No Corporate Welfare for Telecom

While it’s commendable that John Key wants everybody to have access to broadband, his proposed method of going about it leaves a lot to be desired. If spending $1.5 billion of taxpayers’ money on it is his definition of a public private partnership, we’d love to see his definition of a subsidy for Telecom.

What John Key is proposing is nothing more than corporate welfare on a massive scale, which is ironic indeed from a party that for years has mined a rich electoral vein of beneficiary bashing. Well, here’s one very big bludger that richly deserves bashing.

Why should the long suffering New Zealand public pay for the manifest shortcomings of this recidivist transnational corporation? The corporatisation and sale overseas of Telecom is still the biggest and worst example of privatisation of a State asset. Under its foreign owners, Telecom has creamed umpteen billions in profits, considerably more than the $1.5 billion that it reckons it can’t afford to complete the broadband rollout. And the vast majority of those profits have been paid out as dividends to its shareholders (up to 98 cents in the dollar at one stage), not reinvested into its infrastructure.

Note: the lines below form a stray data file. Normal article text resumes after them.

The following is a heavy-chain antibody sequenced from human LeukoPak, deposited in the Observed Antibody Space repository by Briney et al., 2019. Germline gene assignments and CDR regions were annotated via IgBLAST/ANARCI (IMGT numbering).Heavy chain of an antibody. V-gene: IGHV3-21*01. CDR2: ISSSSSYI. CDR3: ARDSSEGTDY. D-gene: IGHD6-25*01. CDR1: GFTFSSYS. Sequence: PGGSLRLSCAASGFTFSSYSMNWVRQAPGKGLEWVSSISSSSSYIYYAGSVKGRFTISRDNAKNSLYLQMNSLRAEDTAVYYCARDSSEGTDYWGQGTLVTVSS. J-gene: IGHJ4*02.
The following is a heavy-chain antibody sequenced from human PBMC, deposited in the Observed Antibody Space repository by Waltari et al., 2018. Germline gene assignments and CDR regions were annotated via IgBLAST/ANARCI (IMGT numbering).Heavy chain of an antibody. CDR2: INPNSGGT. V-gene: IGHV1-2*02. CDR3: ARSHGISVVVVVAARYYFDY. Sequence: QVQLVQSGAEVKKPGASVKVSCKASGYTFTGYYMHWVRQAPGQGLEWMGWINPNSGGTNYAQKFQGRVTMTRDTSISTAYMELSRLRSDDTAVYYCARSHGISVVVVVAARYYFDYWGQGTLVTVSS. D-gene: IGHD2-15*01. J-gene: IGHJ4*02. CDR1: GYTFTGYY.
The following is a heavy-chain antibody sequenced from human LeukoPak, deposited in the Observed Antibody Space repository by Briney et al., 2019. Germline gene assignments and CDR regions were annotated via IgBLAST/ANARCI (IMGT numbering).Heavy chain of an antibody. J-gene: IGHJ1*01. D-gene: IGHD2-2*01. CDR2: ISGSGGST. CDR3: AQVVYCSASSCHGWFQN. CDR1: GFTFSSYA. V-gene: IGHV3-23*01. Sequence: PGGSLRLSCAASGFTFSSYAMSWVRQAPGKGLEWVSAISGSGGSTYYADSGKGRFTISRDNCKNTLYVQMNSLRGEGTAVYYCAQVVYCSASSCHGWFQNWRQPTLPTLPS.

Telecom won the 2007 Roger Award for the Worst Transnational Corporation Operating in Aotearoa/New Zealand (it’s the only transnational to have been a finalist in every annual Roger Award since the start, in 1997) and one of the major reasons the judges gave it this most coveted of prizes was because of its flagrant lack of reinvestment. The full Judges’ Report can be read online at The Report includes a very detailed and fascinating Financial Analysis of Telecom’s accounts by Sue Newberry, Associate Professor of Accountancy at the University of Sydney. That conclusively demonstrates how figures can be massaged and re-titled to present a more flattering picture of reinvestment than is actually the case.

If the taxpayer is going to spend $1.5 billion on providing a service that Telecom can’t or won’t, but from which Telecom will continue to profit handsomely, then the logical conclusion is obviously that the State should take back its former asset so that the New Zealand people can once again fully benefit from what is rightfully ours, and this most strategic of assets (the Government has now prioritised strategic assets) can be operated in the national interest, not that of foreign owners and shareholders.

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